Feeds

Cambridgeshire letter bomber found guilty

Bedroom bomb factory in mother's house

Maximizing your infrastructure through virtualization

A former Cambridgeshire school caretaker, accused of carrying out a nationwide letter-bombing campaign, was today found guilty as charged at Oxford Crown Court.

Miles Cooper, 27, of Cherry Hinton near Cambridge, had denied eight counts of causing bodily injury by means of an explosive substance and two counts of using an explosive substance with intent to disable. Cooper was also charged with making explosives, with an alternative charge of possessing an explosive substance. The jury convicted him unanimously on all counts including making explosives.

During the trial, Cooper did not deny that he had made letter bombs and sent them to various addresses around the country. However he denied any intention to cause injury or harm, saying that his actions were a protest against excessive governmental surveillance and control in Britain.

According to reports, the 27-year-old was particularly aggrieved at the fact that his father Clive Cooper's DNA signature had been retained on the national police database despite his acquittal following a 2003 assault charge.

Miles Cooper's devices reportedly employed small low-explosive charges triggered by pull initiators from party poppers. The first one which functioned was designed to shoot a nail at its victim, and following packages used glass fragmentation. It was accepted by the prosecution that none of the devices were powerful enough to kill. Victims said they had suffered hearing damage and glass embedded in hands and stomachs.

DVLA worker Karen Andrews, who opened the final device, told the court she was expected to suffer tinnitus for life.

Police described Cooper's bedroom in the house he shared with his mother as "basically a bomb making factory." Fireworks, matches, party poppers, and three improvised devices containing "potassium, chlorate, perchlorate, magnesium, silicon, iron, phosphate and sulphur" were found. The three devices were described by their maker as "incendiaries" and by prosecutors as "explosives."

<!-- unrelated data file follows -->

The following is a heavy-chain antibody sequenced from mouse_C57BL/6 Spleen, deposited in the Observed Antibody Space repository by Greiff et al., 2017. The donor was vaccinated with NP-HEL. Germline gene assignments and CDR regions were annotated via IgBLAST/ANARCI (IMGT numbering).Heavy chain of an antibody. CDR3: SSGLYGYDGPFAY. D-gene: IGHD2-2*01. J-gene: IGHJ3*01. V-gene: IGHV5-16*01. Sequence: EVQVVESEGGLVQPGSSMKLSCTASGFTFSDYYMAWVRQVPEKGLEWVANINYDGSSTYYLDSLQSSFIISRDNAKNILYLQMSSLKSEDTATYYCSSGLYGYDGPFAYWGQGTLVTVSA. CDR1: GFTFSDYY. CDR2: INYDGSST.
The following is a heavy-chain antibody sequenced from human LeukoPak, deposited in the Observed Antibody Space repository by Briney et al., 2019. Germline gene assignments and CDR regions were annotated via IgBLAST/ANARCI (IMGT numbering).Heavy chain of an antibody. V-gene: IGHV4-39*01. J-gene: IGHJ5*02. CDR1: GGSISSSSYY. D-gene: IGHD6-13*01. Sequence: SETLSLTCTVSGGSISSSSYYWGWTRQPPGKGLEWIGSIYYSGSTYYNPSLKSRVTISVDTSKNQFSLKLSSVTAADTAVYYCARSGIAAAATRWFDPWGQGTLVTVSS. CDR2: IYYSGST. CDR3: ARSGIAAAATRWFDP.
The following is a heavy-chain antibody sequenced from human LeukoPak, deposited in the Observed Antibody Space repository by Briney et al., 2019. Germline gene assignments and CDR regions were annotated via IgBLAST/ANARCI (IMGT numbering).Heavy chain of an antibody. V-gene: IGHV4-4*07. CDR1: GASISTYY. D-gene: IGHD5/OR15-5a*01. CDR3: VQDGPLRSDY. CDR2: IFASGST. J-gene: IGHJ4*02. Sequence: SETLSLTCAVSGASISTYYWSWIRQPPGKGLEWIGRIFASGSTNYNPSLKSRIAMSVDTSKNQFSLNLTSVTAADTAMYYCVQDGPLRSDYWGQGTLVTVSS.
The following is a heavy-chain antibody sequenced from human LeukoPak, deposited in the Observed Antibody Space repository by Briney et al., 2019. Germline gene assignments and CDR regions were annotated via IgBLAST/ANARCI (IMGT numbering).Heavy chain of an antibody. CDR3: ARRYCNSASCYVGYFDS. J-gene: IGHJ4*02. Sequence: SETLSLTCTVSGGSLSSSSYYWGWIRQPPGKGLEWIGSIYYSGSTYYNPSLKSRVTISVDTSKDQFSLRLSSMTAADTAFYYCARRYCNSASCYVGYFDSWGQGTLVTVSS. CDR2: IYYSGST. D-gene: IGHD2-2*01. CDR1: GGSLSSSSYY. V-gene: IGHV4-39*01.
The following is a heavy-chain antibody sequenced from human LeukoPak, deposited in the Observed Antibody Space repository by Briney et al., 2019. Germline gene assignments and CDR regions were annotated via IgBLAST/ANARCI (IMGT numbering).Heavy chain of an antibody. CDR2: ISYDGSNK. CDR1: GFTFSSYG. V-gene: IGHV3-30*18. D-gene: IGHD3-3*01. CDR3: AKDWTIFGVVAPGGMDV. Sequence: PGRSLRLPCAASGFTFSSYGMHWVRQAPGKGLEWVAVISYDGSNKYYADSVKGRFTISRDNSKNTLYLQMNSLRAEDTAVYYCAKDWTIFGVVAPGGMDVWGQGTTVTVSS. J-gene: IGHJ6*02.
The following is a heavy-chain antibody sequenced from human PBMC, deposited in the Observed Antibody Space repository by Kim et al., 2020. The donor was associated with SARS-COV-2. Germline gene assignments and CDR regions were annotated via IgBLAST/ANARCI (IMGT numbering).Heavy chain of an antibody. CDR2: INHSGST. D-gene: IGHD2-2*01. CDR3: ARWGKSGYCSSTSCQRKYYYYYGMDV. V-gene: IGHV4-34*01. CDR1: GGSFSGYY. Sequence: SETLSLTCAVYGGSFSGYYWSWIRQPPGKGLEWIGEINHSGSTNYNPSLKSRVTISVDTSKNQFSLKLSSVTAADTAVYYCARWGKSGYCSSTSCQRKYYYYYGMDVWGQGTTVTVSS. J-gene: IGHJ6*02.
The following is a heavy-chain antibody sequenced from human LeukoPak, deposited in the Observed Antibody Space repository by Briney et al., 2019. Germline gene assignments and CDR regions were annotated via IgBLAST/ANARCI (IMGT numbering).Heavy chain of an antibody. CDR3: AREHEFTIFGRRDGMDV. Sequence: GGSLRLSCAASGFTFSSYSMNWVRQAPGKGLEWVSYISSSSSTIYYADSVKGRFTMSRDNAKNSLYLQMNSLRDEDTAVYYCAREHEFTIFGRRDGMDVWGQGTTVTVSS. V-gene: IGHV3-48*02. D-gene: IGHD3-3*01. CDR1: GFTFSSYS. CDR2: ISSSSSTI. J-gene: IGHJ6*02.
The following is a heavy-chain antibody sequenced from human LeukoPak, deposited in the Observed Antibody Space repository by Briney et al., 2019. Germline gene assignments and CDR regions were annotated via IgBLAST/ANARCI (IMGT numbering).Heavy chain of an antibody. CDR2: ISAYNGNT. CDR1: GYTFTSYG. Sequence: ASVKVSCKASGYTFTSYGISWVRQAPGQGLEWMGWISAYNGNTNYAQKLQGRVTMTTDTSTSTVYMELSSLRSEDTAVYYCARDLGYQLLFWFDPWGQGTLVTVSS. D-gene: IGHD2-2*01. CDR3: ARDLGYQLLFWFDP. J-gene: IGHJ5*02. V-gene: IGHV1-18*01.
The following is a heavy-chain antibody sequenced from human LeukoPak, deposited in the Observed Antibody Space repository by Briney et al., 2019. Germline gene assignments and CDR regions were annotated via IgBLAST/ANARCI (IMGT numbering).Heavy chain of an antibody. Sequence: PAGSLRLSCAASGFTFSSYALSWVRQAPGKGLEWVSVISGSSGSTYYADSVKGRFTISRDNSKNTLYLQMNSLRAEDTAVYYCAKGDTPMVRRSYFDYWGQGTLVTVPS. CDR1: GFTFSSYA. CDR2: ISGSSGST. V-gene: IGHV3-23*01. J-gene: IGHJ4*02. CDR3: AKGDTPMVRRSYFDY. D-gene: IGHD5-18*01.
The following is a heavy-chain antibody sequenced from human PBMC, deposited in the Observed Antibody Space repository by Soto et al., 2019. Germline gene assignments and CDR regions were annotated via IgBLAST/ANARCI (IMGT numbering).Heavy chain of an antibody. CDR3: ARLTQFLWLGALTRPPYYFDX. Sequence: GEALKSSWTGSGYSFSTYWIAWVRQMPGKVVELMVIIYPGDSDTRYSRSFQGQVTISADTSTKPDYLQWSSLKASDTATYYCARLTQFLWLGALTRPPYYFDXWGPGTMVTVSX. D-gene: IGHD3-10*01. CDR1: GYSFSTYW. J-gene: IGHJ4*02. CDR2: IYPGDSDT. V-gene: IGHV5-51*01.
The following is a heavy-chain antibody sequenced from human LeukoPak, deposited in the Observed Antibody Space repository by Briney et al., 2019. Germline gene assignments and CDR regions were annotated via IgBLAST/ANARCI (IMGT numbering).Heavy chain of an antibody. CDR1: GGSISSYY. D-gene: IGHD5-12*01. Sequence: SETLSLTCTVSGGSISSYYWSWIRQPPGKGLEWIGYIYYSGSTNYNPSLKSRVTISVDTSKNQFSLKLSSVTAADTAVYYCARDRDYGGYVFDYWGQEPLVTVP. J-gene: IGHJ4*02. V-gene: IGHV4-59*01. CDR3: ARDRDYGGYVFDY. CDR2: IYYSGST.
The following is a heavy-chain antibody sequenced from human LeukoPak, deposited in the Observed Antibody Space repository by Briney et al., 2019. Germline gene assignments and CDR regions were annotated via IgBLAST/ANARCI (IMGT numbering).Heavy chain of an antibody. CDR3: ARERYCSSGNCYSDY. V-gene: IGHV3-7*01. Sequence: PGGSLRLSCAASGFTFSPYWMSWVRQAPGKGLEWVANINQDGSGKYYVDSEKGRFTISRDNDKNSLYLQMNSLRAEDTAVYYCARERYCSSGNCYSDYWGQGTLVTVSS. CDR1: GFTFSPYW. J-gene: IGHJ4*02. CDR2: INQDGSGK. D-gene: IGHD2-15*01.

He will be sentenced tomorrow morning.®

Application security programs and practises

More from The Register

next story
UK government officially adopts Open Document Format
Microsoft insurgency fails, earns snarky remark from UK digital services head
UK.gov's Open Source switch WON'T get rid of Microsoft, y'know
What do you mean, we've ditched Redmond in favour of IBM?!
Major problems beset UK ISP filth filters: But it's OK, nobody uses them
It's almost as though pr0n was actually rather popular
US Social Security 'wasted $300 million on an IT BOONDOGGLE'
Scrutiny committee bods probe derailed database project
HP, Microsoft prove it again: Big Business doesn't create jobs
SMEs get lip service - what they need is dinner at the Club
ITC: Seagate and LSI can infringe Realtek patents because Realtek isn't in the US
Land of the (get off scot) free, when it's a foreign owner
Arrr: Freetard-bothering Digital Economy Act tied up, thrown in the hold
Ministry of Fun confirms: Yes, we're busy doing nothing
Australia floats website blocks and ISP liability to stop copyright thieves
Big Content could get the right to order ISPs to stop traffic
Help yourself to anyone's photos FOR FREE, suggests UK.gov
Copyright law reforms will keep m'learned friends busy
prev story

Whitepapers

Top three mobile application threats
Prevent sensitive data leakage over insecure channels or stolen mobile devices.
Implementing global e-invoicing with guaranteed legal certainty
Explaining the role local tax compliance plays in successful supply chain management and e-business and how leading global brands are addressing this.
Top 8 considerations to enable and simplify mobility
In this whitepaper learn how to successfully add mobile capabilities simply and cost effectively.
Application security programs and practises
Follow a few strategies and your organization can gain the full benefits of open source and the cloud without compromising the security of your applications.
The Essential Guide to IT Transformation
ServiceNow discusses three IT transformations that can help CIO's automate IT services to transform IT and the enterprise.